Join ATLAS for a food-fueled conversation hosted by creative resident Brad Gallagher. Meet other residents/campus creatives and discuss B2 residencies, this burgeoning creative community, and all the wild possibilities offered by the BBX’s new performance tech. Brad will share/demo some of what he discovered while using MoCap & the ambisonic system. He’ll offer some ideas he has about documenting your creative residencies, and then he’ll pass the mic to you to hear about your work and ideas, your residency plans, the collaborators you need and the expertise you can offer. There will be food! Come! Feast. Following the idea-exchange, Brad and his collaborators will perform his work cowbird for documentation, and you are welcome to stay. To attend, please register here.
The University of Colorado Boulder will host “Los Seis de Boulder, Race, and Memory” virtual symposium, November 5-6, 2021. The closing session, “Lleva Nuestras Voces," will be an in-person event. The symposium will bring diverse voices into conversation, with sessions covering a variety of topics, from dramatic readings, podcasting, panel discussions, art, and music to academic scholarship, all focused on the Los Seis de Boulder and the Chicano Movement.
The goal of the symposium is to center the Los Seis de Boulder bombings of May 1974 and to continue to foster engaged dialogue on campus about the legacy of these events. Six students and activists affiliated with CU were killed in the bombings. Registration is free and open to the public. The symposium is co-sponsored by CU Boulder’s University Libraries, Center for Humanities & the Arts, Ethnic Studies Department, History Department, School of Education, Latino History Project, and UMAS y MECHA, with additional funding from the University of Colorado President’s Fund for the Humanities.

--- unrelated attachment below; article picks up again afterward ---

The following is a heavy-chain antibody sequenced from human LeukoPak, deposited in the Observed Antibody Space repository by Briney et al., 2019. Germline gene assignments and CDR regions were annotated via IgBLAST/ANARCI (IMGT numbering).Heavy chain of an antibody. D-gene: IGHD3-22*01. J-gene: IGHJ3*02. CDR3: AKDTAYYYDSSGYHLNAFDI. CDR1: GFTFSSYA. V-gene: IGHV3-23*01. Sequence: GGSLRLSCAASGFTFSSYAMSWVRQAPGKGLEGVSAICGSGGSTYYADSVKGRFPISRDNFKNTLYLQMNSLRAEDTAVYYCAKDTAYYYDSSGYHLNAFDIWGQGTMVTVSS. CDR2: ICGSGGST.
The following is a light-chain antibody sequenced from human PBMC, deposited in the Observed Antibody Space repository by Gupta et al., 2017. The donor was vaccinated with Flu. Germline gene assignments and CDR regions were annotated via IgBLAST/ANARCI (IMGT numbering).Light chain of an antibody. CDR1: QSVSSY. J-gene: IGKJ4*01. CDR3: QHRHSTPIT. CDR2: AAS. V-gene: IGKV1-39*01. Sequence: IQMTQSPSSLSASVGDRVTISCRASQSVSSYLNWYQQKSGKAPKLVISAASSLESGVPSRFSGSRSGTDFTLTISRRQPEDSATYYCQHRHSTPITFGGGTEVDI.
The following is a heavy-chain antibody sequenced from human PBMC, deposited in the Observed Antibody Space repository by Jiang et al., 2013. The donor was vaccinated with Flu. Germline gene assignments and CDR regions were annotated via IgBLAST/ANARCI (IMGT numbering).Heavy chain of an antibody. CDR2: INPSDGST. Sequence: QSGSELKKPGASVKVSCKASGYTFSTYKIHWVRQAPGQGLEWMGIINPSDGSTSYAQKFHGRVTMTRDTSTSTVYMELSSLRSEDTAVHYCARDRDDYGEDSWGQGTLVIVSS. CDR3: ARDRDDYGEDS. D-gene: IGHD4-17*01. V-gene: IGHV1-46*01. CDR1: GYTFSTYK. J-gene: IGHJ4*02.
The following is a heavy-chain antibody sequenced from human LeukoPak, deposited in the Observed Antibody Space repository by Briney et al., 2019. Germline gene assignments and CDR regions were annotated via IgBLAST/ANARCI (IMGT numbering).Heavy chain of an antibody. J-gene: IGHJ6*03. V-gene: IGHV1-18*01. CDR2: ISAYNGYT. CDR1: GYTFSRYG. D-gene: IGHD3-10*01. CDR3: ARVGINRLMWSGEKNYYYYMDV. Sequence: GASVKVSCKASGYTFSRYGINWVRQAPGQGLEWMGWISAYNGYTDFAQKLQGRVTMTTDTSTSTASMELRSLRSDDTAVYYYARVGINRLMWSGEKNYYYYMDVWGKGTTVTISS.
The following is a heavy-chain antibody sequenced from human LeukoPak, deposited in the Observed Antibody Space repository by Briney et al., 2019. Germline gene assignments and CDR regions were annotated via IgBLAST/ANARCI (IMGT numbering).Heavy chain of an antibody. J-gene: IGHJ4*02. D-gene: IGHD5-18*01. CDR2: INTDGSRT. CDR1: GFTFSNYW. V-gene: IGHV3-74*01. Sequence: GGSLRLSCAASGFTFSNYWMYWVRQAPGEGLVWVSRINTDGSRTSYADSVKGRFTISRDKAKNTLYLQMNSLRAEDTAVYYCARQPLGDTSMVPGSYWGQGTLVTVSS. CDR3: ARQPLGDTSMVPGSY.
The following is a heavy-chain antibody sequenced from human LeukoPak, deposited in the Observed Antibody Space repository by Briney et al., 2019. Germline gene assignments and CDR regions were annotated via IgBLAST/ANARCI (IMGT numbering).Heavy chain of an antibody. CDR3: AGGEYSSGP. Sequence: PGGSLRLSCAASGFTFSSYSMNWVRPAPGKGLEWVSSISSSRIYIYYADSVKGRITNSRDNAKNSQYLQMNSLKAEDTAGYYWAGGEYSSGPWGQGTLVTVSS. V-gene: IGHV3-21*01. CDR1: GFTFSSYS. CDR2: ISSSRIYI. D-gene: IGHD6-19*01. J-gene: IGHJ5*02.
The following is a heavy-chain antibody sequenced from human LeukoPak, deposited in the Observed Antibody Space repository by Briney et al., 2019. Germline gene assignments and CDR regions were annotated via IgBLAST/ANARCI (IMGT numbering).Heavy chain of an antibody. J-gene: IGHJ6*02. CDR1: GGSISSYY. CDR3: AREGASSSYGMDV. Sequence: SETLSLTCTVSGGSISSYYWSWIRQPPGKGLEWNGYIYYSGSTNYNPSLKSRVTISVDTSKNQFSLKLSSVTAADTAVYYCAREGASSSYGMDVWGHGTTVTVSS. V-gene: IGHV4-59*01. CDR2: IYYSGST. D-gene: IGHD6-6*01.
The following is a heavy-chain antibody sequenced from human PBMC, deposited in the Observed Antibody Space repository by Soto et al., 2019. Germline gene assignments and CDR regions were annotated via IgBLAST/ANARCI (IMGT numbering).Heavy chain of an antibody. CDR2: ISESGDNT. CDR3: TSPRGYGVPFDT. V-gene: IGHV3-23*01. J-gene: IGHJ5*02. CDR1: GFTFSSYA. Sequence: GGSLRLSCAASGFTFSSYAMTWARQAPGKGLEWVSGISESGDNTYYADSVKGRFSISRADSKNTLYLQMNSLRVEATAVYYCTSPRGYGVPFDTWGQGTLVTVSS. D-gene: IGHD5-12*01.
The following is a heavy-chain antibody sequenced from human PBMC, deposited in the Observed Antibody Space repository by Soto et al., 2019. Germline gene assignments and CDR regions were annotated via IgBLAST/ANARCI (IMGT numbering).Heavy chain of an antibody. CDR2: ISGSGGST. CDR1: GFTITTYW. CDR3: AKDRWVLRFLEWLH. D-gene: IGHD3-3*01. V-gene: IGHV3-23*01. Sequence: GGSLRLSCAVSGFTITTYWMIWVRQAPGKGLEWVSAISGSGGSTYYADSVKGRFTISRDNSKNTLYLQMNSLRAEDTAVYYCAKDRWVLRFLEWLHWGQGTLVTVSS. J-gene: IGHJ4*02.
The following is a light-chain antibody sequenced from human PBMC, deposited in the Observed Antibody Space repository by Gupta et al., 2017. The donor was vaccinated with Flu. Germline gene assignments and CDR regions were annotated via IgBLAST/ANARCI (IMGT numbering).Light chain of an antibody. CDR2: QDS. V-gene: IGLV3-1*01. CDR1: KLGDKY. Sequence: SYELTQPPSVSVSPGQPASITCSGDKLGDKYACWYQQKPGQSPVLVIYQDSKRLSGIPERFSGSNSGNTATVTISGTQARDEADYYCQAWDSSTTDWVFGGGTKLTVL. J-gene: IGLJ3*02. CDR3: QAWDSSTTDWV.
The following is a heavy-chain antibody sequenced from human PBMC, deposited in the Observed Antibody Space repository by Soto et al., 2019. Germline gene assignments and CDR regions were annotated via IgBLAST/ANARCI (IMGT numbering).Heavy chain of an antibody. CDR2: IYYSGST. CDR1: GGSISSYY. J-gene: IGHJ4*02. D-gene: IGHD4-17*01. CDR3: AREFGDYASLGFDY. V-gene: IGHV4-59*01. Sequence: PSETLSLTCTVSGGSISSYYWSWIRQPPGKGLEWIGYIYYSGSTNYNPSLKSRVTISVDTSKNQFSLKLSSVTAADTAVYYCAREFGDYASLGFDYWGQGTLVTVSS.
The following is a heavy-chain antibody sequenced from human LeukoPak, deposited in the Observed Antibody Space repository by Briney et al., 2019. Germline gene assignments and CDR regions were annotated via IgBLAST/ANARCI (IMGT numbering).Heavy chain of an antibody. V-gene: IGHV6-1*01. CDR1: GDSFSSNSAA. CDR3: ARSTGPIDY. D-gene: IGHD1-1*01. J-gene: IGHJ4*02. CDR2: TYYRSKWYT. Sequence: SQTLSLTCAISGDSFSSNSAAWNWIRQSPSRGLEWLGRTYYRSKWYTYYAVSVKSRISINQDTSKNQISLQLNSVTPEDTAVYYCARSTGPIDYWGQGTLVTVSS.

The Los Seis de Boulder sculpture on campus depicts the lives of six students who died after two car bombs exploded in the city of Boulder in 1974 during a three-week period in which students occupied Temporary Building No. 1 and demanded equity in education at CU Boulder.
Alumna artist Jasmine Baetz (MFA, Ceramics) conceived of the artwork in 2017 after learning about the deaths of students Una Jaakola, Reyes Martínez and Neva Romero, who died on May 27, 1974, after a car bomb exploded, and Francisco Dougherty, Heriberto Terán and Florencio Granado, who died on May 29, 1974, after a second car bomb exploded, also injuring Antonio Alcántar.
Megan O’Grady, Assistant Professor of Critical and Curatorial Studies
O'Grady's most recent article published in the New York Times Style Magazine:
These Literary Memoirs Take a Different Tack
"Rather than prioritizing confession and catharsis, today’s authors are focusing on the question of who gets to share their version of things and interrogating the form, along with themselves."
"Indigenous enslavement was widespread in Southern Colorado during the early- to mid-1800s."
The museum's director Eric Carpio spoke with KRCC’s Shanna Lewis.
"It's a history that not a lot of people are aware of. In this region and the San Luis Valley, as well as throughout other parts of southern Colorado and what was New Mexico Territory at the time, there was a practice of Indigenous peoples being held captive in people's homes across the area. This was a pretty regular occurrence, it wasn't unusual at the time. The largest number of individuals enslaved were the Diné or Navajo. But there's also a number of Ute individuals, Paiute and even captives from outside of the immediate region."
This project is a component of the Landlines Initiative developed by M12 Studio (Richard Saxton, founder / creative director)
It is with the deepest sorrow we announce the recent passing of Art & Art History benefactor Kevin King.
Along with his mother Gretchen and wife Meridee Moore, Kevin supported one of the department's most beloved events, The King Awards. We send the entire King family our love and gratitude for years of support in many forms: for the enthusiastic conversations with students about their work, for the interest in the department as a whole, and for their dedication to supporting all of our students.